This morning, Wells Fargo likely incurred the wrath of a few camera companies attending CES by accidentally leaking new releases via its advisor news (Canon Rumors is in the process of tracking down where Wells Fargo got the information). The story has since been pulled, but not before we (and the rest of the Internet) got a look at what’s to come.
And what’s to come looks good. Namely, the G1X from Canon.
Canon has long been quiet on the “third gen camera” (to use every recently established language about MFT and mirrorless ICL devices) front. We’ve been anxiously waiting to see something in this segment from the legacy brand and it looks like we won’t have to wait much longer—sort of. The G1X is a fixed-lens device, so it might be more in the vein of the Fujifilm FinePix X100 and X10, but we don’t expect it will sport the retro finish the X-series is so tied to.
But its interior is really what matters. The G1X sounds like a tricked out version of the S100, a camera that is undeniably one of the best point and shoots on the market. This new device will utilize a big 1.5-inch, 14.3-megapixel CMOS sensor and will battle low lighting settings (for reference, the S100 has a 1/1.7-inch CMOS, 12.1-megapixel sensor).
Pair that with its 4x optical zoom, 28-112mm lens and an F2.5-16 aperture and we’ve got ourselves a new mirrorless competitor. A few other specs worth mentioning:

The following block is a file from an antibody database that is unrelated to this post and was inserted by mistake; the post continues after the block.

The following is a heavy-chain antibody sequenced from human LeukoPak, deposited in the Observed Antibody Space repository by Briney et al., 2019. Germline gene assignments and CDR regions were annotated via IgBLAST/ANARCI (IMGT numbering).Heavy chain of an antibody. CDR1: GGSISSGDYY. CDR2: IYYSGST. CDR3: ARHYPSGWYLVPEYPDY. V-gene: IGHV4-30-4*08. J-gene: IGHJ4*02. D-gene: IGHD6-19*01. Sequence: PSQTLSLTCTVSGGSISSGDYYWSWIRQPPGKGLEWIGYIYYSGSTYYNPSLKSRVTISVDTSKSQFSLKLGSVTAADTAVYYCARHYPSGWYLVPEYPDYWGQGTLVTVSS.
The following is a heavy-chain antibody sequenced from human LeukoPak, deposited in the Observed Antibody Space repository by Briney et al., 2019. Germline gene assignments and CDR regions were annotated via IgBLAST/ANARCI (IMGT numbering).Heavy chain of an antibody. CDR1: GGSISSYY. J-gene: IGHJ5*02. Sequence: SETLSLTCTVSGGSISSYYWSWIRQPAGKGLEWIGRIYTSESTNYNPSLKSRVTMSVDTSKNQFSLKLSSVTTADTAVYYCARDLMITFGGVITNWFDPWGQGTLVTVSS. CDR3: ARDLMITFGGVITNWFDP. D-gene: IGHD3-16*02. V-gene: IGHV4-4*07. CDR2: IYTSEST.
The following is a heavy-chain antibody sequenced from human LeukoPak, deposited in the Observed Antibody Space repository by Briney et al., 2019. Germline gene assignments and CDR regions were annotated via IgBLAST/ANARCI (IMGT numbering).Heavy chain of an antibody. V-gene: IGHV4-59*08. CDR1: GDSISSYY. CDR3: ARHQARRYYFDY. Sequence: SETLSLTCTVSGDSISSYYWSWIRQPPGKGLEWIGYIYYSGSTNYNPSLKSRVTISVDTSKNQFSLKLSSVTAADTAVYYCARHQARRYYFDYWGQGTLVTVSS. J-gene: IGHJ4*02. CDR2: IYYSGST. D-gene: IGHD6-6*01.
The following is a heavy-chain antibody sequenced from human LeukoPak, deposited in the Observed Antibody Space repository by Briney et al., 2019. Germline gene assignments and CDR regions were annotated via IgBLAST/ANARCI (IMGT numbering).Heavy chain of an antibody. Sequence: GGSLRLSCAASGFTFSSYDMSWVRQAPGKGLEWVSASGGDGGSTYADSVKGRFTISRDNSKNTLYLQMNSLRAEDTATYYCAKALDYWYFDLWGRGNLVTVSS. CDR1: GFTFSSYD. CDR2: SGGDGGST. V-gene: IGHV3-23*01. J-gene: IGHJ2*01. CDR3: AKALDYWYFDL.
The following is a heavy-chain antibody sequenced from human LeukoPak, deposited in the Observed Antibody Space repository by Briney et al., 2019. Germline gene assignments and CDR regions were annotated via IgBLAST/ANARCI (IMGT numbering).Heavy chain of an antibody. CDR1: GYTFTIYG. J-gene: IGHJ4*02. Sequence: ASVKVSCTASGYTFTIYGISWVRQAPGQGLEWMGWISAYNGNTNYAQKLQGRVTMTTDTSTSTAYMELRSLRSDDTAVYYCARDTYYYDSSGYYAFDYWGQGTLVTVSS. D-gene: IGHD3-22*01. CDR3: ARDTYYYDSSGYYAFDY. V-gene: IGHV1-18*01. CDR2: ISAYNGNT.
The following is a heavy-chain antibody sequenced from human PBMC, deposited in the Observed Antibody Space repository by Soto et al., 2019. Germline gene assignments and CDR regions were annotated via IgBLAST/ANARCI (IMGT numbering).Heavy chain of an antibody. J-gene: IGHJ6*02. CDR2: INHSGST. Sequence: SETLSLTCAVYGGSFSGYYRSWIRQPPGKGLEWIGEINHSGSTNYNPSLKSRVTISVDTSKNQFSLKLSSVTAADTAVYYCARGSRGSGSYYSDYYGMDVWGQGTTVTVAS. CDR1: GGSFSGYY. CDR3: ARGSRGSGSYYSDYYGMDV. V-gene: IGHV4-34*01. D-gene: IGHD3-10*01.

- Shoots 6fps in high-speed mode; 4.5fps at full resolution
- DIGIC 5 image processor
- Full HD 1080p video recording; 720p movie digest mode to create “video logs” of stills
- Face detection that can detect when children are in the shot
- 14-bit RAW file support
With a camera of this caliber and genre, price is fairly important. This specific device market is experiencing a lot of growth and users of all skill levels are interested—and sometimes pricing is the key to success or sitting on shelves. According to the memo, the G1X will be available in February for $799.
That’s a lot of money, but if Canon is taking on the likes of the X-series, it’s not that outrageous. The X100 has a 12 megapixel APS-CMOS sensor and 23mm, F2-16 fixed lens—and it still retails for around $1,200. But we can imagine quite a few buyers swayed by the relative affordability and the lure of interchangeable lenses from the Olympus PEN series or new Nikon 1 lineup.
No news yet on what the camera will look like. The S100 sported the same monochromatic, minimalist styling the popular S95 did—will Canon take this route, or outfit the G1X in faux leather and matte black like the G12? We’ll know soon enough.